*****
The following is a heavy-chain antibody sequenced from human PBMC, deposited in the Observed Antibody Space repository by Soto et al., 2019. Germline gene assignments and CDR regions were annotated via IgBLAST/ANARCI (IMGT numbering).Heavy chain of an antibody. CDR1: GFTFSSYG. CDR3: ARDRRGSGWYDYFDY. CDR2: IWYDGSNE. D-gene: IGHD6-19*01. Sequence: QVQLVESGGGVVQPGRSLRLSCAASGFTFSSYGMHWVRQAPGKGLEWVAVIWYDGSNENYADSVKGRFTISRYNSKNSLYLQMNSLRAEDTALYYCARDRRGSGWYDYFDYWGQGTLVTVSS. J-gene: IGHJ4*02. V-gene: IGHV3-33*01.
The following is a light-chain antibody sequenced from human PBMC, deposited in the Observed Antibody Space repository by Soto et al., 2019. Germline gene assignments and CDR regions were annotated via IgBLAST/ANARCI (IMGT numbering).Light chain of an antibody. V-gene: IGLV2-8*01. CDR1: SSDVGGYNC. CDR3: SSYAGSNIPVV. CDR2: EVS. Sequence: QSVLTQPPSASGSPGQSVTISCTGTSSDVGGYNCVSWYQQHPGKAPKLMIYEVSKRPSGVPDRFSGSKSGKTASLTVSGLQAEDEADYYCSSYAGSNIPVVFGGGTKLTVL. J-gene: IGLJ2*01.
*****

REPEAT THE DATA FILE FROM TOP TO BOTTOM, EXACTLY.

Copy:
The following is a heavy-chain antibody sequenced from human PBMC, deposited in the Observed Antibody Space repository by Soto et al., 2019. Germline gene assignments and CDR regions were annotated via IgBLAST/ANARCI (IMGT numbering).Heavy chain of an antibody. CDR1: GFTFSSYG. CDR3: ARDRRGSGWYDYFDY. CDR2: IWYDGSNE. D-gene: IGHD6-19*01. Sequence: QVQLVESGGGVVQPGRSLRLSCAASGFTFSSYGMHWVRQAPGKGLEWVAVIWYDGSNENYADSVKGRFTISRYNSKNSLYLQMNSLRAEDTALYYCARDRRGSGWYDYFDYWGQGTLVTVSS. J-gene: IGHJ4*02. V-gene: IGHV3-33*01.
The following is a light-chain antibody sequenced from human PBMC, deposited in the Observed Antibody Space repository by Soto et al., 2019. Germline gene assignments and CDR regions were annotated via IgBLAST/ANARCI (IMGT numbering).Light chain of an antibody. V-gene: IGLV2-8*01. CDR1: SSDVGGYNC. CDR3: SSYAGSNIPVV. CDR2: EVS. Sequence: QSVLTQPPSASGSPGQSVTISCTGTSSDVGGYNCVSWYQQHPGKAPKLMIYEVSKRPSGVPDRFSGSKSGKTASLTVSGLQAEDEADYYCSSYAGSNIPVVFGGGTKLTVL. J-gene: IGLJ2*01.